The Cetasikas are the second variety of ultimate realities in Buddhism. These are the mental factors that arise and perish together with the consciousness. In the Abhidamma there are 52 kinds of cetasikas. While feeling (vedana) and perception (vinnana) are taken separately the other mental factors (50 in numbers) are collectivly known as sankaras (volitions).
Feeling is momentary and arises with every type of mental action. It is an impersonal process. There are three types of feelings-pleasant (sukha vedana) unpleasant (dukkha vedana) and indifferent (upekkha vedana). But in the Abhidamma there are five kinds as mentally agreeable (cetasika sukhas vedana) feeling and mentally disagreebale (cetasika dukkha vedana) feelings or somanassa and domanassa vedana are added to it.
Again feeling is classified into six types in relation to organs of contract as eye-contact, ear contact etc. Generally the human beings consider feeling to be individualized and personalized and link it with the self who causes suffering. In Buddhism the importance of wise consideration (yo:nisomanisika:ra) of feeling is emphasized because of the transient nature of feeling.
Perception (sanna) is the awareness of object’s specific characteristic, and it is linked to the six senses. Like feeling perception too is momentary and impersonal. Perceptions are distorted by one adhering to four perversions (vipallasa). Some people consider impermanent entities as permanent ones. Some identify unsatisfactory (dukka) as pleasure (sukha). Some think of having a soul (atma) for soullessness (anatma). Some perceive impure (asuba) as pure (suba).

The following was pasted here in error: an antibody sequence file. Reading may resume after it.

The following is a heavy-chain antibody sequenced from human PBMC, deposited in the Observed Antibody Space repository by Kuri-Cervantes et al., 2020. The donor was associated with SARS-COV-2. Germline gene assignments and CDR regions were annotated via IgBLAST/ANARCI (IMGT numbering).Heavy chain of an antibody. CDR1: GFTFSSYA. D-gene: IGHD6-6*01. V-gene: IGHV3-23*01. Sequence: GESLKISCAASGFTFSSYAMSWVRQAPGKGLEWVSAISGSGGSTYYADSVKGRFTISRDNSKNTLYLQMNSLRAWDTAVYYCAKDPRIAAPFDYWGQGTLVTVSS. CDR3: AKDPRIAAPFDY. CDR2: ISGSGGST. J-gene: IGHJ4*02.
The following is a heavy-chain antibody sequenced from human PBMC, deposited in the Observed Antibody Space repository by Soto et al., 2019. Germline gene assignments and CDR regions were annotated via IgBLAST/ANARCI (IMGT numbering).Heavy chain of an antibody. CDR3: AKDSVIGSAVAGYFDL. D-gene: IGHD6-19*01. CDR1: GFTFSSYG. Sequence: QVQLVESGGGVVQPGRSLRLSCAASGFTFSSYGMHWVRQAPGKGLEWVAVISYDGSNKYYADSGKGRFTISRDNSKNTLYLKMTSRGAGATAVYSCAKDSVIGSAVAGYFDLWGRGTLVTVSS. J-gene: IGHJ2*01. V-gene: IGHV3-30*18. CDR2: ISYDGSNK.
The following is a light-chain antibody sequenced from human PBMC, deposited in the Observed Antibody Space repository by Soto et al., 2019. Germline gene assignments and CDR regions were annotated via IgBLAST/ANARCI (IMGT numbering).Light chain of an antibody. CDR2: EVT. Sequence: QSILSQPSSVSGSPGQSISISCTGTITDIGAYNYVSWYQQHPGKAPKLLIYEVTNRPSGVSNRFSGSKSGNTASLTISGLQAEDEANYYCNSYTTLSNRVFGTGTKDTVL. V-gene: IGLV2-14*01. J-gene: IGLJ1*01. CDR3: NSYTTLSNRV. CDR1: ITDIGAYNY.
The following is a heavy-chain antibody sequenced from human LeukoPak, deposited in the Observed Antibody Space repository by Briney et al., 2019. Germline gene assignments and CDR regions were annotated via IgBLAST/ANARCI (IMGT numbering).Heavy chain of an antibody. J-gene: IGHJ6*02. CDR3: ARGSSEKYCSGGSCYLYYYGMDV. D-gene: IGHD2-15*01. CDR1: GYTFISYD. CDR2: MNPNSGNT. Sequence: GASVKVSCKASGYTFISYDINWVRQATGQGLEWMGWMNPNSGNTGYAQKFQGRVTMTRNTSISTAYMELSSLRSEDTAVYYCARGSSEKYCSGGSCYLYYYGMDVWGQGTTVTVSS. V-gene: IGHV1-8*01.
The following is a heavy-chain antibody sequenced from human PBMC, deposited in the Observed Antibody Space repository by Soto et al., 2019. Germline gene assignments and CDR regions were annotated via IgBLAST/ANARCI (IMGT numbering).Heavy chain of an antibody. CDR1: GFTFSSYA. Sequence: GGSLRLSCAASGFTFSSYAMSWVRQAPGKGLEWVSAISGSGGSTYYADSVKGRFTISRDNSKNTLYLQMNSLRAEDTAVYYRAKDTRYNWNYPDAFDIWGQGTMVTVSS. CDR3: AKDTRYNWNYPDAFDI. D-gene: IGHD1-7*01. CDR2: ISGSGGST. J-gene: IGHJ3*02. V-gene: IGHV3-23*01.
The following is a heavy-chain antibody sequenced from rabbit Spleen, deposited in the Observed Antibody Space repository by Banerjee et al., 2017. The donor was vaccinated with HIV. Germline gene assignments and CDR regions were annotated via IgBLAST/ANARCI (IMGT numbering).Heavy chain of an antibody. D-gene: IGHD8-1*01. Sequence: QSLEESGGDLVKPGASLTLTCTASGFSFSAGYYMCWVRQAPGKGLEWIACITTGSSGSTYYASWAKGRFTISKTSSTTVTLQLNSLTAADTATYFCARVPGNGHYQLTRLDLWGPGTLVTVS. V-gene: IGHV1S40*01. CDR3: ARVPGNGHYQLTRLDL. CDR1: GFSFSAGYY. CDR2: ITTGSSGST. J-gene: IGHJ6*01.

These distortions are the result of ignorance, delusion, greed and hatred which are mental defilements. The development of memory is an outcome of the interplay of several factors. But perception plays a key role. When an object is encountered for the first time, the mind recognizes its distinctive mark through perception. When it is encountered in the second instance perception is very quick in identifying it.
The Sankharas are the remaining 50 cetasikkas. There are four groups.; namely; the universal mental factors (sabha citta sankaras), the particular mental factors (pakinnaka), the unwholesome mental factors (akusala sankara) and pretty or beautiful mental factors (sobana cetisikas).